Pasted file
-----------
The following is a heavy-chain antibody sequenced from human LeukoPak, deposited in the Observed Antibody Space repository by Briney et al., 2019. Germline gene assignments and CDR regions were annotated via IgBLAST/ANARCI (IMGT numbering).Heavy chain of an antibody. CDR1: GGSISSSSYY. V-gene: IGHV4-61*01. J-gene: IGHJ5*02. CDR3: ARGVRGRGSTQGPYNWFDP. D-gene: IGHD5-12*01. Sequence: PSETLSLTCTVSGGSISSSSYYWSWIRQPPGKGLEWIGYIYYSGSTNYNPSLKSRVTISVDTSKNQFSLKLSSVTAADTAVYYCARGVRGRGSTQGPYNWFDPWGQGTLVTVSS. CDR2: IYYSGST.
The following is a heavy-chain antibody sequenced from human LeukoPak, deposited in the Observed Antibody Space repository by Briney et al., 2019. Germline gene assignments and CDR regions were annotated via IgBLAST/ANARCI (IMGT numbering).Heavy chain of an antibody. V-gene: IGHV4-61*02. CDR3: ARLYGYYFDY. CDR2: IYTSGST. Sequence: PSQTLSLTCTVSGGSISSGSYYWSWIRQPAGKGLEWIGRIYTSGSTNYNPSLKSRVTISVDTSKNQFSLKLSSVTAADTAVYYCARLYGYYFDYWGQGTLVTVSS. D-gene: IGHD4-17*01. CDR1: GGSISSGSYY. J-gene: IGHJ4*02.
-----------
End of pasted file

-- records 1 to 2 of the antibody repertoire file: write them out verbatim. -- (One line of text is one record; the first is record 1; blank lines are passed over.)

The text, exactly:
The following is a heavy-chain antibody sequenced from human LeukoPak, deposited in the Observed Antibody Space repository by Briney et al., 2019. Germline gene assignments and CDR regions were annotated via IgBLAST/ANARCI (IMGT numbering).Heavy chain of an antibody. CDR1: GGSISSSSYY. V-gene: IGHV4-61*01. J-gene: IGHJ5*02. CDR3: ARGVRGRGSTQGPYNWFDP. D-gene: IGHD5-12*01. Sequence: PSETLSLTCTVSGGSISSSSYYWSWIRQPPGKGLEWIGYIYYSGSTNYNPSLKSRVTISVDTSKNQFSLKLSSVTAADTAVYYCARGVRGRGSTQGPYNWFDPWGQGTLVTVSS. CDR2: IYYSGST.
The following is a heavy-chain antibody sequenced from human LeukoPak, deposited in the Observed Antibody Space repository by Briney et al., 2019. Germline gene assignments and CDR regions were annotated via IgBLAST/ANARCI (IMGT numbering).Heavy chain of an antibody. V-gene: IGHV4-61*02. CDR3: ARLYGYYFDY. CDR2: IYTSGST. Sequence: PSQTLSLTCTVSGGSISSGSYYWSWIRQPAGKGLEWIGRIYTSGSTNYNPSLKSRVTISVDTSKNQFSLKLSSVTAADTAVYYCARLYGYYFDYWGQGTLVTVSS. D-gene: IGHD4-17*01. CDR1: GGSISSGSYY. J-gene: IGHJ4*02.